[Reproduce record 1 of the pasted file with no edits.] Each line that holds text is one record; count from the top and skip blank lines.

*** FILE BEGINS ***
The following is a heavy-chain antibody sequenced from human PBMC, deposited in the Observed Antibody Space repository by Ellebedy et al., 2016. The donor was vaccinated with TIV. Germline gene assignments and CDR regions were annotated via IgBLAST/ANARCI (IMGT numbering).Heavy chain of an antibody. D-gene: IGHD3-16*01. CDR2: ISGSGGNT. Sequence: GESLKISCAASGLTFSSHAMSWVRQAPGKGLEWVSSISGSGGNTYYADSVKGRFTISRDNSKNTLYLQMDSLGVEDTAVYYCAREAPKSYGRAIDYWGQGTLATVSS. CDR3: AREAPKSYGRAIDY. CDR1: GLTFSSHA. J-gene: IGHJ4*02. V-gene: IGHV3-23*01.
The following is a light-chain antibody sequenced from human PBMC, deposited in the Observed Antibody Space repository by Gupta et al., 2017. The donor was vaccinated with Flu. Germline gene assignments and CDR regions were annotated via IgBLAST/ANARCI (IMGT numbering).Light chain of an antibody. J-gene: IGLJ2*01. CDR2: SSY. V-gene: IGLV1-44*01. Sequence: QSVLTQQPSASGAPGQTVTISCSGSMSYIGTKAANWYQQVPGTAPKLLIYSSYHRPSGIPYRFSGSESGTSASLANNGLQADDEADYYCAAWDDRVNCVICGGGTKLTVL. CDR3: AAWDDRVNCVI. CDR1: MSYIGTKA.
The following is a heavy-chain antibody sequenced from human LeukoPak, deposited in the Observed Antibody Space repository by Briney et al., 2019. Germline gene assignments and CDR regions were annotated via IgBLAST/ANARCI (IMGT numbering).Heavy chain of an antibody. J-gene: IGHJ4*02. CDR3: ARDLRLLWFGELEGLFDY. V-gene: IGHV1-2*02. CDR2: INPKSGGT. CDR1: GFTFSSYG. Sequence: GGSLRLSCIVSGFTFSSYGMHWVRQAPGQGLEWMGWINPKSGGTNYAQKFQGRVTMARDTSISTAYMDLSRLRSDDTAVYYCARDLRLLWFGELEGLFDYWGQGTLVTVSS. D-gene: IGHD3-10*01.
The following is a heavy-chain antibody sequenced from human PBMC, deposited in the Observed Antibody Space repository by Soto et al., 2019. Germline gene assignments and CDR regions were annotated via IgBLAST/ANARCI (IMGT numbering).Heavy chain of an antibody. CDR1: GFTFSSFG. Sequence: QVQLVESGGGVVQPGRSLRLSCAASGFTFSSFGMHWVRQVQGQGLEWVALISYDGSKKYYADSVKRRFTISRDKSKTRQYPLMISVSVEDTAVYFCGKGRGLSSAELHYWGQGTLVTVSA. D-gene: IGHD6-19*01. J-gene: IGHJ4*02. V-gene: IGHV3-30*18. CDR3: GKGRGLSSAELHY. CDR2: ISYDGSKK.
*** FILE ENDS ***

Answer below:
The following is a heavy-chain antibody sequenced from human PBMC, deposited in the Observed Antibody Space repository by Ellebedy et al., 2016. The donor was vaccinated with TIV. Germline gene assignments and CDR regions were annotated via IgBLAST/ANARCI (IMGT numbering).Heavy chain of an antibody. D-gene: IGHD3-16*01. CDR2: ISGSGGNT. Sequence: GESLKISCAASGLTFSSHAMSWVRQAPGKGLEWVSSISGSGGNTYYADSVKGRFTISRDNSKNTLYLQMDSLGVEDTAVYYCAREAPKSYGRAIDYWGQGTLATVSS. CDR3: AREAPKSYGRAIDY. CDR1: GLTFSSHA. J-gene: IGHJ4*02. V-gene: IGHV3-23*01.